Bacteria-instructed synthesis of polymers for self-selective microbial binding and labelling

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E. Peter Magennis, Francisco Fernández-Trillo, Cheng Sui, Sebastian G. Spain, David J. Bradshaw, David Churchley, Giuseppe Mantovani, Klaus Winzer and Cameron Alexander; Nature Mater., 2014, 13, 748-755. [DOI]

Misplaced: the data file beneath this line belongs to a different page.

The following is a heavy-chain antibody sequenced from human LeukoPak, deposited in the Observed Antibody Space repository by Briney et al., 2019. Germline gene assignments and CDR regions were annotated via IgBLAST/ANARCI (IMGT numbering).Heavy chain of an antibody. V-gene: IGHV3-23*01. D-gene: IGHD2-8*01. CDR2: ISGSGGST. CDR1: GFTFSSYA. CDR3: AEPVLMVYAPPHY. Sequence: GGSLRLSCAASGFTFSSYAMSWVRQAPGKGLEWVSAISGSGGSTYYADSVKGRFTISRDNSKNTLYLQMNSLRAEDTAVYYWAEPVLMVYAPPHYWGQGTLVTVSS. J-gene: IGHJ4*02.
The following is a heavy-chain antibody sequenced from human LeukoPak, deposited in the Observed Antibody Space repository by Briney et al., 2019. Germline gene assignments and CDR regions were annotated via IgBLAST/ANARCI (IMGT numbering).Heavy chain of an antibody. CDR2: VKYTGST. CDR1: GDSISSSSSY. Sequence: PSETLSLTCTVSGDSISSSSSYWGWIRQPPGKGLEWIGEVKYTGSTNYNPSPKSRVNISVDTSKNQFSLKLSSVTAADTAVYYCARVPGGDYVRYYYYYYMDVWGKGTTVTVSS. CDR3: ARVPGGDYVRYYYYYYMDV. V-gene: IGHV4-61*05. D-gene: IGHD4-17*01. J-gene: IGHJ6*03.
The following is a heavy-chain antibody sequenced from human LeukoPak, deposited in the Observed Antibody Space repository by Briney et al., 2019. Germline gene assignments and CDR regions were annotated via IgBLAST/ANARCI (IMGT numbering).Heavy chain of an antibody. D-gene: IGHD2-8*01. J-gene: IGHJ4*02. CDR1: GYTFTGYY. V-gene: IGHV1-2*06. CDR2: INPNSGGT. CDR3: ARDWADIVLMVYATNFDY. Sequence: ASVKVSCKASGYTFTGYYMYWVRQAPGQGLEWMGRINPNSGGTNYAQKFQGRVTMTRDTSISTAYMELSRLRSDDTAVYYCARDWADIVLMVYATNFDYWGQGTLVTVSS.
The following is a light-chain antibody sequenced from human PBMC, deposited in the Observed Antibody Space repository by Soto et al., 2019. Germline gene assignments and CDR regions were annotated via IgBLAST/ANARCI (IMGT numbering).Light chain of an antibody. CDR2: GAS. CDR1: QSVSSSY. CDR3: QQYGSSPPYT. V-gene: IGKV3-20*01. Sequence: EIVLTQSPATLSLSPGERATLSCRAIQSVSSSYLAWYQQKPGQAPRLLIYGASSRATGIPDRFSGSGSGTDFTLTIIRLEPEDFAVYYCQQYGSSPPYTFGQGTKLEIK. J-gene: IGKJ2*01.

The detection and inactivation of pathogenic strains of bacteria continues to be an important therapeutic goal. Hence, there is a need for materials that can bind selectively to specific microorganisms for diagnostic or anti-infective applications, but that can be formed from simple and inexpensive building blocks. Here, we exploit bacterial redox systems to induce a copper-mediated radical polymerization of synthetic monomers at cell surfaces, generating polymers in situ that bind strongly to the microorganisms that produced them. This ‘bacteria-instructed synthesis’ can be carried out with a variety of microbial strains, and we show that the polymers produced are self-selective binding agents for the ‘instructing’ cell types. We further expand on the bacterial redox chemistries to ‘click’ fluorescent reporters onto polymers directly at the surfaces of a range of clinical isolate strains, allowing rapid, facile and simultaneous binding and visualization of pathogens.